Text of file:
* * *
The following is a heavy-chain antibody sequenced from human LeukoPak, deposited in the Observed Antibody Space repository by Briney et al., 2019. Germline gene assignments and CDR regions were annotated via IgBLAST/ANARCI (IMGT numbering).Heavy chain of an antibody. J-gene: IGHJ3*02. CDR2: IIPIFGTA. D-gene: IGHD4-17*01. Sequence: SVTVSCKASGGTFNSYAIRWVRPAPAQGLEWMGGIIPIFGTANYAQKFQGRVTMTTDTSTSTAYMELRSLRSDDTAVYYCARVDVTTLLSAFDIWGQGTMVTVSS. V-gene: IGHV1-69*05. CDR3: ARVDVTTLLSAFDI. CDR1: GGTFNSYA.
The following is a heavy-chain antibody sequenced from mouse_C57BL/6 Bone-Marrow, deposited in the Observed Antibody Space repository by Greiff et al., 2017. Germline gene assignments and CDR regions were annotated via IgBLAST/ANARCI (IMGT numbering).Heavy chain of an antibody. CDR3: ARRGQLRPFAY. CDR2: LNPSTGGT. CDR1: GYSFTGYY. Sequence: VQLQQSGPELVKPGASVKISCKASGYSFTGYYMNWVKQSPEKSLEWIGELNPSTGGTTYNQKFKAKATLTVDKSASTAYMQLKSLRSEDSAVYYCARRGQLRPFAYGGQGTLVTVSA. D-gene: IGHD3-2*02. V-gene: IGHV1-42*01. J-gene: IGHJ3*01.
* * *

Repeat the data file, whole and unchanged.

The following is a heavy-chain antibody sequenced from human LeukoPak, deposited in the Observed Antibody Space repository by Briney et al., 2019. Germline gene assignments and CDR regions were annotated via IgBLAST/ANARCI (IMGT numbering).Heavy chain of an antibody. J-gene: IGHJ3*02. CDR2: IIPIFGTA. D-gene: IGHD4-17*01. Sequence: SVTVSCKASGGTFNSYAIRWVRPAPAQGLEWMGGIIPIFGTANYAQKFQGRVTMTTDTSTSTAYMELRSLRSDDTAVYYCARVDVTTLLSAFDIWGQGTMVTVSS. V-gene: IGHV1-69*05. CDR3: ARVDVTTLLSAFDI. CDR1: GGTFNSYA.
The following is a heavy-chain antibody sequenced from mouse_C57BL/6 Bone-Marrow, deposited in the Observed Antibody Space repository by Greiff et al., 2017. Germline gene assignments and CDR regions were annotated via IgBLAST/ANARCI (IMGT numbering).Heavy chain of an antibody. CDR3: ARRGQLRPFAY. CDR2: LNPSTGGT. CDR1: GYSFTGYY. Sequence: VQLQQSGPELVKPGASVKISCKASGYSFTGYYMNWVKQSPEKSLEWIGELNPSTGGTTYNQKFKAKATLTVDKSASTAYMQLKSLRSEDSAVYYCARRGQLRPFAYGGQGTLVTVSA. D-gene: IGHD3-2*02. V-gene: IGHV1-42*01. J-gene: IGHJ3*01.